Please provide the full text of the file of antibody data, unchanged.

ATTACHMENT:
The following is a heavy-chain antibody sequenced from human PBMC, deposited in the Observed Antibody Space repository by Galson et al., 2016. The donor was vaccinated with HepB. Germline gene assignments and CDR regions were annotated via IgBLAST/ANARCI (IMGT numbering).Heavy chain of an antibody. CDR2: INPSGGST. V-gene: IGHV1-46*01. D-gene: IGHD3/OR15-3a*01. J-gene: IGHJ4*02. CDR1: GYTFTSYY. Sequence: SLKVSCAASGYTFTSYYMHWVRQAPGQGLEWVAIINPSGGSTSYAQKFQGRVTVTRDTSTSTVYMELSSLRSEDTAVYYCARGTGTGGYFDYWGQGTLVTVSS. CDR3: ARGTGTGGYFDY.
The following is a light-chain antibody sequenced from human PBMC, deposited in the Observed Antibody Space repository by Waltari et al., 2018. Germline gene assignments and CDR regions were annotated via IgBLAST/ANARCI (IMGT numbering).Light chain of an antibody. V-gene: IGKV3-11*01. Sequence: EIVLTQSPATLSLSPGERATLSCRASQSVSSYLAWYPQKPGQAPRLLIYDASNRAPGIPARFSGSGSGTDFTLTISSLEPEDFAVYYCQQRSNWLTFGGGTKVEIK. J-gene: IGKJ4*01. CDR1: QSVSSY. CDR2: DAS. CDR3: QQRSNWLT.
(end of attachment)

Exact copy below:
The following is a heavy-chain antibody sequenced from human PBMC, deposited in the Observed Antibody Space repository by Galson et al., 2016. The donor was vaccinated with HepB. Germline gene assignments and CDR regions were annotated via IgBLAST/ANARCI (IMGT numbering).Heavy chain of an antibody. CDR2: INPSGGST. V-gene: IGHV1-46*01. D-gene: IGHD3/OR15-3a*01. J-gene: IGHJ4*02. CDR1: GYTFTSYY. Sequence: SLKVSCAASGYTFTSYYMHWVRQAPGQGLEWVAIINPSGGSTSYAQKFQGRVTVTRDTSTSTVYMELSSLRSEDTAVYYCARGTGTGGYFDYWGQGTLVTVSS. CDR3: ARGTGTGGYFDY.
The following is a light-chain antibody sequenced from human PBMC, deposited in the Observed Antibody Space repository by Waltari et al., 2018. Germline gene assignments and CDR regions were annotated via IgBLAST/ANARCI (IMGT numbering).Light chain of an antibody. V-gene: IGKV3-11*01. Sequence: EIVLTQSPATLSLSPGERATLSCRASQSVSSYLAWYPQKPGQAPRLLIYDASNRAPGIPARFSGSGSGTDFTLTISSLEPEDFAVYYCQQRSNWLTFGGGTKVEIK. J-gene: IGKJ4*01. CDR1: QSVSSY. CDR2: DAS. CDR3: QQRSNWLT.